Welcome To the Jungle?

By Abigail Potter

It is the artist’s privilege to take reality and convey it the way their perspective shows it, but he can also be misleading. The artist can warp and twist the way things actually are, changing it as easily as metal fresh out of the forge.

Once again, the artist has taken up his brush, mixed his colours and painted us a vivid, yet slightly unnerving picture of high school.

They’ve shown us senseless violence breaking out in the corridors, new students being trapped in lockers. We’ve come to expect that there would be a hierarchy in popularity, most of us falling well below the mark and going unnoticed for our entire high school careers.

Popular culture has taught us that every facet of personality gets divided into cliques and separated by tables in the cafeteria. There have been musical numbers sung about interfering with the social status of every person. We get images of horrible teachers pounding their fists on the desk to bring order to this veritable jungle.

Most people’s immediate reaction is, “well, that’s absolutely ridiculous.” But is it, or is high school simply another battleground?

Everyone knows, whether or not you have had this experience, that integrating into high school is a difficult transfer, even if you already have a solid friend group, loads of confidence, or the social skills to ingratiate yourself with others, we’ve all felt the flicker of doubt and dread rise up in us when we think about how much we don’t know. However, after the first few days of running up too many stairs only to realize that you’ve gone to the wrong class, every Grade 9’s experience starts to take on its own perspective.

So, are the stereotypes right, or is high school a much tamer place than we previously thought? I talked to a few of my fellow grade 9s to attempt to reconcile our extreme, often opposite, opinions.

In terms of the academic side of Lisgar life, the recognition that Google Classroom is the most useful program we have access to is unanimous. Online notes and calendars are saviours when our study papers are mysteriously consumed by our houses or backpacks.

Sometimes, the larger classes and lack of time the teachers have to get to know their students is an unfortunate disadvantage. But really, who can blame them for trying to focus on making the classes beneficial for everyone? There seem to be complaints to teachers from every student that the class is too visual, or too auditory, that they can’t keep up with the page, or they’re not challenged enough. Really, I find it surprising that teachers can even keep hold of their sanity.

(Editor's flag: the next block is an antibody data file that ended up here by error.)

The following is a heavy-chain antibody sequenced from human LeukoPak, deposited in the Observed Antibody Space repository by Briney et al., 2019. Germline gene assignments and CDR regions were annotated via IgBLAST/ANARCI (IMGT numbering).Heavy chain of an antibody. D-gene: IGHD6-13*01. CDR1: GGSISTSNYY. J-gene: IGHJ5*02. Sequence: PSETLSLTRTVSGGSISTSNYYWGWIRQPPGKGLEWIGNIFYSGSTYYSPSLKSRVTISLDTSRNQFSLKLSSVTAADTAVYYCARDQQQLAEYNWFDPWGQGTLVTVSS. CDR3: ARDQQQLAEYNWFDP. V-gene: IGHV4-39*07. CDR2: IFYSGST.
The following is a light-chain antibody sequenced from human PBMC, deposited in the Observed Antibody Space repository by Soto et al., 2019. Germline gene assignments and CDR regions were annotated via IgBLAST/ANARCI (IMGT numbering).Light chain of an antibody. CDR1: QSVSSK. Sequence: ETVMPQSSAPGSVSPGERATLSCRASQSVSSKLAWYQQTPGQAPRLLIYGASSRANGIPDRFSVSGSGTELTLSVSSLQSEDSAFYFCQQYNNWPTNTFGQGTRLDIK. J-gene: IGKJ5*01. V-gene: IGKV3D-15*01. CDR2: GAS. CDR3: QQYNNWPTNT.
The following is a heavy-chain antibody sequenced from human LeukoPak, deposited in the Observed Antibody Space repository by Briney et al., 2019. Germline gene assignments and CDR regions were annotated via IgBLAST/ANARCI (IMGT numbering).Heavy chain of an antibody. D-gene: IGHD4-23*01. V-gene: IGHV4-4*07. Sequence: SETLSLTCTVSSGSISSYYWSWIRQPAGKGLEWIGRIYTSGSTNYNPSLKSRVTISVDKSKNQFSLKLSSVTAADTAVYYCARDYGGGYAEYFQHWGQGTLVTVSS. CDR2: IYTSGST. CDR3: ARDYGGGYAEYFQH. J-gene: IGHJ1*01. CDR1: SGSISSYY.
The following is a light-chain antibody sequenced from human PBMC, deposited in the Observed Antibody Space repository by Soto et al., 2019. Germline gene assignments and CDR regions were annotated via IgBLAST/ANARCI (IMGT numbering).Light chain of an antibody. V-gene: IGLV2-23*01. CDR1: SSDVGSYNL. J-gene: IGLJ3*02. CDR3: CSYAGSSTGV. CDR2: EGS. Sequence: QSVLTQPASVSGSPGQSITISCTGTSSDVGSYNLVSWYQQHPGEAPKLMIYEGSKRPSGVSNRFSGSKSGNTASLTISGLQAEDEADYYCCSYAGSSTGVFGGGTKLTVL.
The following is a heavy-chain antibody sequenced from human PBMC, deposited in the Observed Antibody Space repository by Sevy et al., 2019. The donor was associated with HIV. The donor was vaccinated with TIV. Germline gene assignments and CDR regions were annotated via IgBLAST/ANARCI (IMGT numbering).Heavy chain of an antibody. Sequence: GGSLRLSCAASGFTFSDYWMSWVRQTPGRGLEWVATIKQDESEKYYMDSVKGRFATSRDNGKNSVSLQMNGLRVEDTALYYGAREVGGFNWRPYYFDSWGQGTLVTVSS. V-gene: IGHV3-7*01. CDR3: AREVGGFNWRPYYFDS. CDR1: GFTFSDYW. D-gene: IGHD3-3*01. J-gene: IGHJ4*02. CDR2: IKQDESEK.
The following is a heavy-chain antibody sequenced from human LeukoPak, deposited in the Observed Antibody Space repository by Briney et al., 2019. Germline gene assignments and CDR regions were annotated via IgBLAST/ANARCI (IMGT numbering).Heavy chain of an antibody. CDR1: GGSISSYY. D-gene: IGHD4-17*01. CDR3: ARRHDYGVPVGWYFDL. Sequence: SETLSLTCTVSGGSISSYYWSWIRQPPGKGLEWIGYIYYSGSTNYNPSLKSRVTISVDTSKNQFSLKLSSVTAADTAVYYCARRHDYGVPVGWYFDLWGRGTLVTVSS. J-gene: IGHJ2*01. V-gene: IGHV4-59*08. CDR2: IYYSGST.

I’m sure most of us almost cringe when that one disruptive student raises their hand, the rest of us knowing that this is going to take up the next ten minutes of our class. It’s frustrating to be mixed up with students who sometimes put something other than school first, or those who constantly have no idea what’s going on, or the know-it-alls who never let anyone get a word in edgewise. However, that’s part of growing your team skills, and generally progressing as a person.

And this leads me to the more social aspects of our school. I was pleasantly surprised at the number of great clubs there are at Lisgar. We offer almost anything you can think of, and these organizations are a great way to meet other students.

However, for those not used to having so many people around, the pushing and shoving in the crowd during the between-class rush can be overwhelming. The anonymity is sometimes nice, not having everyone greet you in the hall, but then again, it can be painfully awkward when trying to make friends, and it’s hard to push yourself past your comfort level.  

In talking with other grade 9 students, one comment I’ve gotten is that, for some, looking at an older student in the eye, let alone talking to them, is a terrifying feat. Another recurring complaint is that no one notices grade 9s in the halls, and sometimes ignore us. We’ll all eventually make great friends, but right now, it can be daunting,or exhilarating, depending on your perspective.

Despite the highly extreme opinions that coexist, in the end, I think we can all agree that high school is not all drama and fear. It can be chaotic, frustrating at times, but hardly a jungle. ♦